In 2007, Netflix launched a new feature for its DVD rental service that permanently changed the television industry: Watch Now.

Watch Now offered a small collection of movies and miniseries – about 1% of Netflix’s DVD library – that you could play instantly from your computer. The service was limited and clunky by today’s standards, allowing you to stream only six hours a month on a standard plan. But it marked a significant shift in how viewers consumed video content.

Then in 2013, Netflix staged a dramatic release of the original series House of Cards, making all 13 episodes of season one available at once. This strategy was a game-changer for viewers. You didn’t have to wait a week to watch a new installment of the story. You could binge-watch the entire season in a day.

Streaming services have rapidly built momentum in recent years. As Amazon, Hulu, YouTube, HBO, and other companies have joined Netflix as streaming providers, they have made a lasting impact on the traditional television industry. Here are four important ways streaming services are changing how we watch TV.

Consumer flexibility

A decade ago, you had limited options if you wanted to keep up with your favorite TV shows. Unless you were willing to wait months for a season to come out on DVD, you needed to pay for a cable contract. Now, streaming services offer subscribers many different ways to watch television. Viewers value choice and flexibility, and they’re less willing to sign restrictive multi-year contracts with cable companies.

Cable isn’t dead quite yet, but it does have fierce competition. Last month, media research firm GfK MRI released survey results stating that 71% of US consumers pay for traditional TV service and plan to keep it, which is down from 77% in 2015.

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But among younger viewers, cutting the cord and using streaming services to watch TV is much more common. A 2017 Pew Research Center study found that 61% of American adults in the 18-to-29 age bracket say the primary way they watch TV is on streaming services, compared to only 31% for cable and satellite.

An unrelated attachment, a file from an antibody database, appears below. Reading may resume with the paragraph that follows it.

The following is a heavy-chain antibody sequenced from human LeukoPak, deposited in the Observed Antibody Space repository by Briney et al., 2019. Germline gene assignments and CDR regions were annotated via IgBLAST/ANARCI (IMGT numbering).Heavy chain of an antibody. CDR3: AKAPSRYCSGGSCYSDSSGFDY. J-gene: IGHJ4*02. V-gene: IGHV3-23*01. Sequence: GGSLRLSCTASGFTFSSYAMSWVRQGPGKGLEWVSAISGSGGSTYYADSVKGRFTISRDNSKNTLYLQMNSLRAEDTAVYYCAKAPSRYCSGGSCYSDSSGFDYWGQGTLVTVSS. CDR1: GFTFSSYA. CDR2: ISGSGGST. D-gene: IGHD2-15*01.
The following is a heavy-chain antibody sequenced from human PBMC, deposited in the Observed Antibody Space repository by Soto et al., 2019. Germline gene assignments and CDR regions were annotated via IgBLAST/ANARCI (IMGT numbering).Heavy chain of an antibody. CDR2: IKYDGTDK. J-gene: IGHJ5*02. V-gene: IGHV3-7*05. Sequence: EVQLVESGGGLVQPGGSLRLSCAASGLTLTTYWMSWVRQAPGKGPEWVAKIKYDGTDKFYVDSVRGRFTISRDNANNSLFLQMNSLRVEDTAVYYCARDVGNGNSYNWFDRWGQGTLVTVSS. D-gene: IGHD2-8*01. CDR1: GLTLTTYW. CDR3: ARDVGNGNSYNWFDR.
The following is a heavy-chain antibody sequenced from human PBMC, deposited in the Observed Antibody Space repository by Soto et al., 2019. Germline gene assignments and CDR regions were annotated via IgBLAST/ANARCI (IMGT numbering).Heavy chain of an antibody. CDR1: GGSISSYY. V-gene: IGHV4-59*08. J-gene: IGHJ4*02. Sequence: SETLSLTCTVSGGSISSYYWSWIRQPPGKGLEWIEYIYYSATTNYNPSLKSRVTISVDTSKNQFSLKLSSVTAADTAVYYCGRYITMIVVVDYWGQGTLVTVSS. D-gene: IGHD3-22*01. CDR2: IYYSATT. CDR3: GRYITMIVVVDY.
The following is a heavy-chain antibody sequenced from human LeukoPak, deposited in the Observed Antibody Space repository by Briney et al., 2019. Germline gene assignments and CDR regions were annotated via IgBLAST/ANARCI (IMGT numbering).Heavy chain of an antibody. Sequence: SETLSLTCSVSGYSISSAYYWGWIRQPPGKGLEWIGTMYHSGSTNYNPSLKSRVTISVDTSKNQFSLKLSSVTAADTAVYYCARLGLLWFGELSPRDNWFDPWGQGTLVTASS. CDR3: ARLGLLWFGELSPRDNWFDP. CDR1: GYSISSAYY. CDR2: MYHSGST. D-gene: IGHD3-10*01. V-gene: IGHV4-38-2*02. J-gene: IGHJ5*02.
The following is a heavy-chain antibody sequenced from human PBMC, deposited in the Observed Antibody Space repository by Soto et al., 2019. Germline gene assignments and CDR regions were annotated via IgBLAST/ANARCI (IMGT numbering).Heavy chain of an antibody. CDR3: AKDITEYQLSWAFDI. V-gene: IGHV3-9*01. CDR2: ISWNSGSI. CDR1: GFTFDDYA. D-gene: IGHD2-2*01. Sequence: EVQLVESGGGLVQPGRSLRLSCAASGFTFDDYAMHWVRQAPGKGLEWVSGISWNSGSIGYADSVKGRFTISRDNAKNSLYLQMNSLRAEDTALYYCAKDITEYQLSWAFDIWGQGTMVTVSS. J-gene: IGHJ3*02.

Tailored content

It seems that, no matter how obscure your interests are, you can always find a streaming TV show that strikes your fancy. The recommendation categories within streaming services are both specific and targeted. For instance, you might’ve seen categories like these:

  • Soapy TV shows featuring a strong female lead
  • Gritty crime dramas
  • Binge-worthy Spanish-language TV shows
  • Heartwarming animal tales

Companies like Netflix and Amazon closely track and analyze viewing behaviors to gauge what content will attract their consumers. Netflix examines various factors and relies on algorithms to predict whether a TV series will be popular with audiences before it’s even produced. Streaming services are leveraging big data and sophisticated analytics to optimize content to their viewers’ preferences.

Social sharing

Participating in a shared community experience has always been an essential part of following a popular TV show.

In the ’90s, viewers gathered around the TV every Thursday to watch Friends and Seinfeld on NBC’s “Must See TV” lineup, so they could talk about the episodes with friends at school or work the next day. Now, they watch the new season of Stranger Things or The Handmaid’s Tale as quickly as possible so they can dissect the storylines with others on social media. They don’t want to miss out on the series of the moment, and they definitely don’t want spoilers to ruin their viewing experience.

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Streaming services have capitalized on this sense of urgency, encouraging viewers to incorporate social media into their binge-watching sessions – and get their friends hooked on the same shows. Netflix is known for its clever use of social media, engaging its audience through social strategies including a library of series-related GIFs that are easy to share on Facebook or Twitter.   

Competitive pricing

In a competitive market, cable companies can’t charge subscribers sky-high prices and expect to succeed. Consumers aren’t choosing just between Netflix and traditional cable anymore – mid-tier streaming services also offer live and on-demand content at an affordable price point.

With more streaming services entering the marketplace, cable companies are feeling the pressure to adjust their prices to keep up with rivals.  

Streaming services have been around for only 11 years, but they have already caused a fundamental shift in how we watch TV. The television industry will continue to evolve over time as streaming trends create new opportunities and challenges.


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